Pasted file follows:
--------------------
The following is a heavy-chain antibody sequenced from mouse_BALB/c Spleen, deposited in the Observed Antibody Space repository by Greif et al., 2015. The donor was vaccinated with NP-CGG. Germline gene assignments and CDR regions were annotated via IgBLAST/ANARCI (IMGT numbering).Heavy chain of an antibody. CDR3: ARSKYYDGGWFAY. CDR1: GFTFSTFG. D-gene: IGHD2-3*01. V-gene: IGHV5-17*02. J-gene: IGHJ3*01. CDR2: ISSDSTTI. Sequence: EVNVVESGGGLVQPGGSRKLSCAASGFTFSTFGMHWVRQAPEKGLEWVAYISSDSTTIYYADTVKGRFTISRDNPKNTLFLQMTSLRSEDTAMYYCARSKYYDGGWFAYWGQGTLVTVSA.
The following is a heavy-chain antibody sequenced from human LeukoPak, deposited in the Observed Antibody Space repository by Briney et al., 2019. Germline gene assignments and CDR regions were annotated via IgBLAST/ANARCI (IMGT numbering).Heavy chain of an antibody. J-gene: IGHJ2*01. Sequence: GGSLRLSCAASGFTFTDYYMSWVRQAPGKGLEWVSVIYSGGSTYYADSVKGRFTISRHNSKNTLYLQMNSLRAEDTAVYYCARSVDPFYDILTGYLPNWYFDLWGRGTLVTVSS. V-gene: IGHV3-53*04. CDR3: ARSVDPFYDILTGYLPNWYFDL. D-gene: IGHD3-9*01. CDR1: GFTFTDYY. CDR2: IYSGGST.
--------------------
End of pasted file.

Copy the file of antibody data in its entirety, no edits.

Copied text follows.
The following is a heavy-chain antibody sequenced from mouse_BALB/c Spleen, deposited in the Observed Antibody Space repository by Greif et al., 2015. The donor was vaccinated with NP-CGG. Germline gene assignments and CDR regions were annotated via IgBLAST/ANARCI (IMGT numbering).Heavy chain of an antibody. CDR3: ARSKYYDGGWFAY. CDR1: GFTFSTFG. D-gene: IGHD2-3*01. V-gene: IGHV5-17*02. J-gene: IGHJ3*01. CDR2: ISSDSTTI. Sequence: EVNVVESGGGLVQPGGSRKLSCAASGFTFSTFGMHWVRQAPEKGLEWVAYISSDSTTIYYADTVKGRFTISRDNPKNTLFLQMTSLRSEDTAMYYCARSKYYDGGWFAYWGQGTLVTVSA.
The following is a heavy-chain antibody sequenced from human LeukoPak, deposited in the Observed Antibody Space repository by Briney et al., 2019. Germline gene assignments and CDR regions were annotated via IgBLAST/ANARCI (IMGT numbering).Heavy chain of an antibody. J-gene: IGHJ2*01. Sequence: GGSLRLSCAASGFTFTDYYMSWVRQAPGKGLEWVSVIYSGGSTYYADSVKGRFTISRHNSKNTLYLQMNSLRAEDTAVYYCARSVDPFYDILTGYLPNWYFDLWGRGTLVTVSS. V-gene: IGHV3-53*04. CDR3: ARSVDPFYDILTGYLPNWYFDL. D-gene: IGHD3-9*01. CDR1: GFTFTDYY. CDR2: IYSGGST.